Scanning the Provence area on the map after our visit to Avignon our eyes were drawn to a place we both instantly recognised and were keen to visit – Chateauneuf du Pape. Any wine lover’s eyes would surely light up at that, and just half an hour away too on the left back of the Rhone river. After a bit of online research we discovered to our surprise that you can actually park and stay in the castle grounds overnight free of charge as it is essentially just a ruin and not a chargeable visitor site. The only downside was that it was a grey, cold and drizzly day, not the best for any kind of exploration.
Arriving late in the afternoon we had a very quick walk over to the castle getting completely soaked then retreated back to the motorhome, got comfortable and decided to sit it out until the next day before walking down into the town for a much anticipated tasting. Personally I (M) don’t drink red wine so I was particularly delighted to discover that Chateauneuf du Pape is also produced as a white wine. Only 5-7% of the wines are white though so it’s not always easy to come across.
Unfortunately the next morning was just as wet and dull as the afternoon before with the rain falling in torrents, so we just had to pile on the layers and accept that if we wanted to go for a tasting in the town we were going to get wet. Having been in mostly warm, if not hot weather for the last few weeks and just wearing lightweight clothing we’ve both been feeling very restricted and uncomfortable piling on long sleeves, multiple layers and coats but we were undeterred. No amount of rain was going to stop us tasting wine in what has to be one of France’s most well known wine regions and a prestigious and respected one at that, high on any wine drinker’s must visit bucket list.
Following the pathway around the chateau it was a shame to see it in such a state of ruin. Built between 1317 and 1333 primarily as a defensive castle by Pope John XXII and then later enjoyed as a summer residence by the Popes of Avignon, very little remains. One complete side wall still stands proudly, its original three storey structure highlighted by windows on each floor. There is also a dungeon and lower Pope’s cellar. The castle was partly restored in 1910 and again in 1931 but occupied by the Germans during WW1 who blew it up before retreating after the allied landings, destroying the whole of the northern section. Just enough remains to be able to imagine it in all its glory, high on the hill, with a wide outlook over to Avignon and beyond.
Leaving the chateau, we made our way down the Montee du Chateau cobbled path which wends its way down into the town passing a couple of little restaurants, underground wine caves and old streets with overhead adjoining walkways, small terraced homes and painted wine cellar doors. One particular street caught our eye – Rue du Sommeliers – what a perfect name for a road in a wine town! With just over 2000 inhabitants, Chateauneuf du Pape is an appealing town and ordinarly we would have lingered longer in the streets, perhaps sat at one of the little tables at a cafe in the street and taken longer to dig a little deeper but with the rain getting more persistent and our jackets feeling less waterproof by the minute we honed in on an inviting wine shop we liked the look of to get on with the reason we were here – tasting! Walking into the cosy cavern we were faced with bottle after bottle of Chateauneuf du Pape, row upon row of prestigious wine offerings, organically produced from around 320 vinyeards by 180 vintners who are licensed to produce it here and in the four other towns, Orange, Courthezon, Bedarrides and Sorgues each creating their own magical blends from a selection of 18 grape varieties. One wall was lined with the red wines, the central section with the whites and the other two walls with hugely expensive magnums and wine selection gift sets.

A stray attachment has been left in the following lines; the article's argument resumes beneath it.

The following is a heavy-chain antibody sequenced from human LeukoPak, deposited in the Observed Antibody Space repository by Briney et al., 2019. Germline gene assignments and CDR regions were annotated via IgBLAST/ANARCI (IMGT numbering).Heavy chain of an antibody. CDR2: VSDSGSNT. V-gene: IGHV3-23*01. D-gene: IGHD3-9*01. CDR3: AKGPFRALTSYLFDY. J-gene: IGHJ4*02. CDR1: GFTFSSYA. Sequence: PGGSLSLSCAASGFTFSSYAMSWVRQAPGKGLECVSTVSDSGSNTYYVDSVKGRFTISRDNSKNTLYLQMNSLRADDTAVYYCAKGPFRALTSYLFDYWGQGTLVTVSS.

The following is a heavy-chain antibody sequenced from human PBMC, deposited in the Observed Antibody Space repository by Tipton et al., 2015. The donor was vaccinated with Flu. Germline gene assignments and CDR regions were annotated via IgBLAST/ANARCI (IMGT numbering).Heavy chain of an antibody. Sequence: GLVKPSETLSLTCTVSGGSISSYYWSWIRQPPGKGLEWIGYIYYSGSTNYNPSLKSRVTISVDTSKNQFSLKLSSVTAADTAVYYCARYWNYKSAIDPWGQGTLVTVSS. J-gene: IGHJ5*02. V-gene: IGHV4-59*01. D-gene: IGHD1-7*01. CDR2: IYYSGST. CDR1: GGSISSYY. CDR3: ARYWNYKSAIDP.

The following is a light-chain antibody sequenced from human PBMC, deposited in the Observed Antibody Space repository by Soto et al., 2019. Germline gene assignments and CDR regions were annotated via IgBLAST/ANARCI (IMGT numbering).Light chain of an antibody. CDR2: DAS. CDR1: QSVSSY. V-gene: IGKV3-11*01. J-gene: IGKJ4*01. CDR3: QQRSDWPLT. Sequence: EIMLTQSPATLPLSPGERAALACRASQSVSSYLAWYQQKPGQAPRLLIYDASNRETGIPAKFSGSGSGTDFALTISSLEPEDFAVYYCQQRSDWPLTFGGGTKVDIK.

Making our way to the back of the shop, down the steps to the tasting corner a Japanese couple were just ending their session sampling bottles in the 40-50 euro price bracket and ordering dozens of bottles to be shipped 6,000 miles back to Japan, their pockets quite obviously considerably deeper than ours! So, it was our turn to taste and having explained our likes, dislikes, budget etc we were presented with 3 bottles to try, including a white which was perfect and will be gracing our Christmas dinner table this year. The most common grapes used are Syrah, Grenache and Mourvedre, the ratios and combinations affecting the overall finish but all with the distinctive style of the Chateauneuf du Pape ‘terroir’. Our host told us that this area was the 1st officially designated wine growing area in France, receiving an Appelation in 1936 with strict rules regarding the production of the wine. She explained to us how the unique environment gives the wine its character, the vines being surrounded by pebbles which absorb the heat from the day and then slowly release it into the ground overnight.
Happy with our selection and now virtually dry, it was time to head back out into the rain up the hill to Buzz, shielding our paper wine bags under our coats to keep them dry. Our cosy motorhome awaited us and the kettle went straight on and coats put in the shower to drip dry. If we’re ever in the area again we will definitely return to this charming town – preferably on a day when the sun’s out!